testimony, Dr. Gallagher clearly felt that the claimant's prior injuries
from years before predisposed him to knee replacement, a conclusion I
certainly agree with. He did not opine that a specific new injury precipitated
the immediate need for surgery.
¶6 State Fund urges that the
Court "relied almost exclusively on deposition testimony from Dr. Blavatsky."
(Brief in Support of Motion for Reconsideration of the Court's Findings
of Fact, Conclusions of Law and Judgment at 5.) Even if that were true,
it is for the Court to weigh the opinions of physicians, and, as I noted
in ¶ 21 of my opinion, Dr. Blavatsky specializes in knee replacements,
a fact that gives some additional weight to his opinions. Moreover, I
did not rely exclusively on Dr. Blavatsky's opinions. I also relied on
the initial opinions and testimony of Dr. Rapaport who performed an occupational
disease evaluation at the behest of the Department of Labor and Industry.
Dr. Rapaport found that the claimant's occupation contributed thirty to
forty percent to his condition. (Findings of Fact, Conclusions of Law
and Judgment, ¶¶ 25-29.)
¶7 State Fund also argues that
claimant's knee replacements were inevitable in 1996 when Dr. Gallagher
first saw the claimant. Dr. Gallagher's testimony lends some support to
that contention and so does Dr. Rapaport's testimony. Dr. Rapaport testified
that as of 1996 the claimant was destined for knee surgery independent
of any further injuries. (Id., ¶ 29.) This testimony is contrary
to the State Fund's argument that the claimant suffered a new, material
injury around the time he saw Dr. Blavatsky. It also overlooks the fact
that the occupational factors identified by both Dr. Blavatsky and Dr.
Rapaport did not suddenly arise after 1996 but were ongoing for many years
prior to that time. I summarized the situation in paragraph 34 of my decision,
¶34 In contrast, I have the
sworn testimony of Dr. Blavatsky, who testified that the claimant's
walking and standing on hard surfaces during his work for MSE over the
years was a significant contributor to his degenerative knee condition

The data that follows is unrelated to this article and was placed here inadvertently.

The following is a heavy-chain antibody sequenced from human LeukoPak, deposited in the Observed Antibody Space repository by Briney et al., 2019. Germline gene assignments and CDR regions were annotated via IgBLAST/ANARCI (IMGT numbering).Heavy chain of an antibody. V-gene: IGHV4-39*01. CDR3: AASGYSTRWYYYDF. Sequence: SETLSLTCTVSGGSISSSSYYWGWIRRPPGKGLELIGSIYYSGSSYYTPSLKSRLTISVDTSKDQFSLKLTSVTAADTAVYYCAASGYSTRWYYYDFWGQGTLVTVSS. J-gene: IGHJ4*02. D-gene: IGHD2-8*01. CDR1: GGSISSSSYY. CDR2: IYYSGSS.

and assessed the contribution at thirty percent. [Citation omitted.]
Dr. Blavatsky is an orthopedic surgeon specializing in knee replacements.
His speciality is more particular to the claimant's knee condition and
he is also board certified. I give his testimony the greater weight
against the post-deposition letter of Dr. Rapaport and find that the
claimant's work at MSE significantly contributed to the claimant's knee
condition and his need for surgery. While the claimant's 1967 and 1974
meniscectomies made the claimant susceptible to the degenerative knee
disease by eliminating the cushioning within the knee, Dr. Blavatsky's
testimony persuades me that they did not make knee replacement surgery
inevitable and that further degeneration was the result of the claimant's
post-meniscectomy activities, including his work at MSE. Absent the
claimant's vigorous lifestyle, his heavy lifting both at work and play,
and his extensive standing and walking, much of that at work, he may
not have ultimately needed knee replacements, or the need for such replacements
may have been significantly delayed. As Dr. Rapaport indicated in his
deposition, it is impossible to scientifically sort out the relative
contributions of work and nonwork activities; the proportions can only
¶8 I think the rub in this
case is that I held the State Fund liable for the occupational disease
even though it is apparent from my findings and the testimony of Dr. Gallagher
and Dr. Rapaport that surgery was inevitable as of 1996, long before the
State Fund was at risk. Thus, the most significant occupational exposure
was prior to 1996.
¶9 I agree that in all fairness
the liability in this case should fall upon the shoulders of Indemnity
Insurance Company of North America (Indemnity Insurance) rather than the
State Fund. However, as noted in paragraph 49 in my Conclusions of Law,
the liability in this case is dictated by section 39-72-303(2), MCA (1993-2003),
(2) When there is more than
one insurer and only one employer at the time the employee was injuriously
exposed to the hazard of the disease, the liability rests with the insurer
providing coverage at the earlier of:
(a) the time the occupational
disease was first diagnosed by a treating physician or medical panel;
(b) the time the employee
knew or should have known that the condition was the result of an occupational
The section is very specific
and I must follow it even though it violates my sense of fairness under
the facts of this case.
¶10 State Fund urges that subsection
(2) renders Indemnity Insurance liable since it was clear in 1996 that
the claimant would some day require knee replacements. However, the section
does not rest on knowledge that the claimant suffers from a medical condition
or that future medical care will be needed. It specifically states that
liability is determined as of the time the "occupational disease was first
diagnosed by a treating physician or medical panel." While the claimant
certainly suffered from bad knees in 1996, an occupational disease was
not diagnosed at that time and there is no evidence of medical opinions
indicating that occupational factors had aggravated his knee injuries
occurring in 1967 and 1974. The occupational disease diagnosis did not
come until the employer was insured by the State Fund. Similarly, there
is no evidence that the claimant was aware his bad knees had been aggravated
by occupational factors until the State Fund was the at-risk insurer.
¶11 I therefore reaffirm my
Findings of Fact, Conclusions of Law and Judgment. The State Fund's Motion
for Reconsideration is denied.
DATED in Helena, Montana,
this 8th day of June, 2004.
c: Mr. Thomas E. Martello
Mr. Bernard J. Everett
Mr. Leo S. Ward
Submitted: May 10, 2004